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What I screwed up means

It’s good to be able to admit you can screw up. Let’s hope Obama’s public honesty sets a trend. The context for this CBS interview was the news that senior appointments in the new US administration have not been entirely honest in their tax dealings with the national revenue. (In the UK, The Guardian is running an interesting piece of journalism about the international tax-avoiding activities of major corporations).

In the enormous picture, Obama’s national economic stimulus bill is now nearly law and you can help a communal effort to read it here if you are a glutton for well-intentioned economic blah.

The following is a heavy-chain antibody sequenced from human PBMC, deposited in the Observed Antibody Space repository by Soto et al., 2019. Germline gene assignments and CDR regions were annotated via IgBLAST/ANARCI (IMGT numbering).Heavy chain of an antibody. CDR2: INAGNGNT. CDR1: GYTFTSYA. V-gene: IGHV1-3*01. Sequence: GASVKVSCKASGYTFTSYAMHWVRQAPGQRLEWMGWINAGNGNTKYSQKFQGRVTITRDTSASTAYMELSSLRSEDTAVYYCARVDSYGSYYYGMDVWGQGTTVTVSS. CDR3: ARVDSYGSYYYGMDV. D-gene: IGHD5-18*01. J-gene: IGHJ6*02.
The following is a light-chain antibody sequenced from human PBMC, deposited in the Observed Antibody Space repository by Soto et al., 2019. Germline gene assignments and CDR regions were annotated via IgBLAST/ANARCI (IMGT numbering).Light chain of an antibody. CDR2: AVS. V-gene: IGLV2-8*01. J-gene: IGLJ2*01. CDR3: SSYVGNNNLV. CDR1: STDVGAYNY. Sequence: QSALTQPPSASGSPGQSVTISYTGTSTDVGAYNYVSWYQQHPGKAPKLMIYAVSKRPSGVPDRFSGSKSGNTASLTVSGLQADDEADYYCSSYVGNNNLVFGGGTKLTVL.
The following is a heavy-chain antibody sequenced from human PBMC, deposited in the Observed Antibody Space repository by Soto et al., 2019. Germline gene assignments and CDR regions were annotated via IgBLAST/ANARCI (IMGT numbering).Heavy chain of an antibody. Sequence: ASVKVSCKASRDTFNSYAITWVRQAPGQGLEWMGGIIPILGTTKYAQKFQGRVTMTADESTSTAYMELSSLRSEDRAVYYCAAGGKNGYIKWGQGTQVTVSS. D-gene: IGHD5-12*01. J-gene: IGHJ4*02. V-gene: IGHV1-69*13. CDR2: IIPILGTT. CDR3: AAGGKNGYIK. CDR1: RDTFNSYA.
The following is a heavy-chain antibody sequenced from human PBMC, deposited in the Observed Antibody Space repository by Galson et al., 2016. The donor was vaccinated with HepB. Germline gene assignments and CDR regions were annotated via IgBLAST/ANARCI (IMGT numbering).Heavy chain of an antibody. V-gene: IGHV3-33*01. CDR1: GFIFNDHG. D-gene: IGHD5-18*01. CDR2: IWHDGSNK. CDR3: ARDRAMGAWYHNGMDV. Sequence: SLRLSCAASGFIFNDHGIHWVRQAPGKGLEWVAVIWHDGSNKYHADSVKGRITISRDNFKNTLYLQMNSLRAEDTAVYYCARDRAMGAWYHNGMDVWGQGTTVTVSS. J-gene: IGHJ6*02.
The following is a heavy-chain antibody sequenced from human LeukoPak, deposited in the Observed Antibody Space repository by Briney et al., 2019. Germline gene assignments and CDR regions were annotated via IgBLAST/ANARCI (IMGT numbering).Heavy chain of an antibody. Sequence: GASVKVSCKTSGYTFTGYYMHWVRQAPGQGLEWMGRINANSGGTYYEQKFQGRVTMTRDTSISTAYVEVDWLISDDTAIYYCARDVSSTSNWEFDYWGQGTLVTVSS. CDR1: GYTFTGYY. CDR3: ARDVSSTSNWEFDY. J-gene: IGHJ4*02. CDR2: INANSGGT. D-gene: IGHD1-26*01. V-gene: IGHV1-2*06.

Pork-barrel politics is an old phrase in US politics and reflects the need to pass benefit down to voters, constituents and supporters. The behaviour is common to all political cultures – and one of the biggest problems in the US (and perhaps here) in the past decade or more, is that the benefits of increasing wealth (as granted by government) have really been disproportionately awarded to the richer sections of society. Much of the ‘pork’ in Obama’s bill is being directed much lower down the economic food chain where there is a lot of economic distress and pent-up need for help.

Politically, Obama might be hoping this near trillion-dollar gift will help stop the return of public support to protectionist ideas – American steel for American construction. This sort of behaviour would disrupt current economic global trade and almost certainly provoke retaliation from other economic blocs like the EU and China. Most historians believe ‘protectionist’ sentiment and policy was one of the things which confirmed the length of the great economic depression of the 1930s.

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